Skip to main content

Easter In England

Christ has risen, but not, it seems, in secular England. A quick look at the terrestrial TV listings for this long holiday weekend reveal no stone has been unturned, to present any even vaguely religious, uplifting, or redemptive shows. Where are any of the great Biblical TV or film epics of old? Or a family musical? Beyond the wasteland of cringingly-secular TV, turn to the pages of The Sunday Times - whose pages make no mention that this is the holiest day of the year for Anglicans and Catholics - hardly a complete minority of readers. Instead, lewd stories of brothels in Nazi-occupied France, and the latest sleaze from the Gordon Brown inner circle (which looks increasingly Nixonian) are paraded before us.

What has happened to England, and, more generally, to the UK? Its churches are half-empty - and so are its poetry readings. I see a connection (Eyewear always does, of course) between the ebbing of the sea of faith, and the decline in an interest in poems. Consider how many of the modern greats wrote religious or spiritual poems: Whitman, Dickinson, Hardy, Eliot, Auden, Prince, Dylan Thomas; even Wallace Stevens explored atheism with a sense of the numinous. There has been a lazy atheism at work in British popular culture since the 1960s that can be roughly linked to the easy hedonism of the rock and roll and comedy ethos. But life is not just a joke, or a three minute song, however perfect. After the sex, and the drugs, there are deeper implications, farther needs. I am not convinced that science, technology, or the entertainment industries have managed to find any magic bullets for that part of the self - call it a soul - which calls out for healing, and to love, often unconditionally.

Poetry, when joined to the sacred, can be empowered - and, indeed, even an honest struggle with faith - as one encounters in Hopkins, or R.S. Thomas - can be thrilling and profound. However, Larkin's surprsing hunger for the serious has been strip-mined by the British media - and blogs now feed this devil's banquet as much as the older formats. Yesterday, my neighbour rang my door at midnight to say to me "Happy Easter! God is dead!" - his idea of an atheist's prank. What a sad statement on the world of today. Eyewear tries to respect a variety of faiths, beliefs, and philosophies, but has little time for pure negativity, of any kind, especially when it seems aimed at merely cheapening the complex and various experiences of the inner life. Poets who deny the possibility of another world, or life, beyond this one, must surely be reducing their visionary range immensely. At any rate, however austere or low the horizon, the thing to do, one hopes, is to try and spot something better, ahead. Peace be with you.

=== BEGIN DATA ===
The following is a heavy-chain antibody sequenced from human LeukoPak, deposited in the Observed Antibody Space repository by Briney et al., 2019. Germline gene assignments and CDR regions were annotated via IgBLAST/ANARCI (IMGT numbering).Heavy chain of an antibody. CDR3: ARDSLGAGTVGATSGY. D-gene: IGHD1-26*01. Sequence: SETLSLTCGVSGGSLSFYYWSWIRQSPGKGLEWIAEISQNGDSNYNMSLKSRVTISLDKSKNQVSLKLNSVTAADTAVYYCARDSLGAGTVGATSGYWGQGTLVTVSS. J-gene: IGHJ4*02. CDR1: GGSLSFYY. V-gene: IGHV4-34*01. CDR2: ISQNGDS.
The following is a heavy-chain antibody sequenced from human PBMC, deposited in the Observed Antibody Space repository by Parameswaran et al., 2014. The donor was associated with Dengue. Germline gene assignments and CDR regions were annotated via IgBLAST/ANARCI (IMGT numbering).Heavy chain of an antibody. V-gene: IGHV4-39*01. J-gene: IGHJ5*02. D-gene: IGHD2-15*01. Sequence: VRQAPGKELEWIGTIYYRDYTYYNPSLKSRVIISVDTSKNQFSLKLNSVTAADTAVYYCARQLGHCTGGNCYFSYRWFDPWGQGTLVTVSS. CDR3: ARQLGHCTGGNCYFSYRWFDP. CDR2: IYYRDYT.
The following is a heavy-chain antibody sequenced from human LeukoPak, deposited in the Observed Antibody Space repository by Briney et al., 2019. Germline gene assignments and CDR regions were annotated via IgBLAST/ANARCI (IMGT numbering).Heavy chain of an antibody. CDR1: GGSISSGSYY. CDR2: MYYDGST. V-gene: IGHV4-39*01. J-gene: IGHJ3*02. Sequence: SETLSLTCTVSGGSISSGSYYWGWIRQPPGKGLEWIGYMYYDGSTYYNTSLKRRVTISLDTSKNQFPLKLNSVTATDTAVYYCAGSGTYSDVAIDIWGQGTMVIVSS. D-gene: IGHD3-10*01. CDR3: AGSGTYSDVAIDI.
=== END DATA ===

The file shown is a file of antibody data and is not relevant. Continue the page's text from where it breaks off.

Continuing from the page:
3 comments

Popular posts from this blog

DANGER, MAN

Like a crazed killer clown, whether we are thrilled, horrified, shocked, or angered (or all of these) by Donald Trump, we cannot claim to be rid of him just yet. He bestrides the world stage like a silverback gorilla (according to one British thug), or a bad analogy, but he is there, a figure, no longer of fun, but grave concern.

There has long been a history of misogynistic behaviour in American gangster culture - one thinks of the grapefruit in the face in The Public Enemy, or Sinatra throwing a woman out of his hotel room and later commenting he didn't realise there was a pool below to break her fall, or the polluted womb in Pacino'sScarface... and of course, some gangsta rap is also sexist.  American culture has a difficult way with handling the combined aspects of male power, and male privilege, that, especially in heteronormative capitalist enclaves, where money/pussy both become grabbable, reified objects and objectives (The Wolf of Wall Street for instance), an ugly fus…

AMERICA PSYCHO

According to the latest CBS, ABC, etc, polls, Clinton is still likely to beat Trump - by percentile odds of 66% to 33% and change. But the current popular vote is much closer, probably tied with the error of margin, around 44% each. Trump has to win more key battleground states to win, and may not - but he is ahead in Florida...

We will all know, in a week, whether we live in a world gone madder, or just relatively mad.

While it seems likely calmer heads will prevail, the recent Brexit win shows that polls can mislead, especially when one of the options is considered a bit embarrassing, rude or even racist - and Trump qualifies for these, at least.

If 42-45% of Americans admit they would vote for Trump, what does that say about the ones not so vocal? For surely, they must be there, as well. Some of the undecided will slide, and more likely they will slide to the wilder and more exciting fringe candidate. As may the libertarians.

Eyewear predicts that Trump will just about manage to win th…

SEXTON SHORTLIST!

Announcing the Shortlist for the 2016 Sexton PrizeSeptember 13, 2016 / By Kelly Davio
Eyewear Publishing is pleased to announce the shortlist for the 2016 Sexton Prize. The finalists are, in no particular order, as follows:


THE BARBAROUS CENTURY, Leah Umansky
HISTORY OF GONE, Lynn Schmeidler
SEVERE CLEAR, Maya Catherine Popa
GIMME THAT. DON’T SMITE ME, Steve Kronen
SCHEHERAZADE AND OTHER REDEPLOYMENTS, David McAleavey
AN AMERICAN PURGATORY, Rebecca Gayle Howell
SIT IN THE DARK WITH ME, Jesse Lee Kercheval

The shortlist was selected by Eyewear’s Director Todd Swift with Senior Editor Kelly Davio. Don Share of Poetry Magazine will select the winning manuscript, which will be released at the 2017 AWP conference in Washington, D.C. The winner will be announced in October. 
Congratulations to our finalists!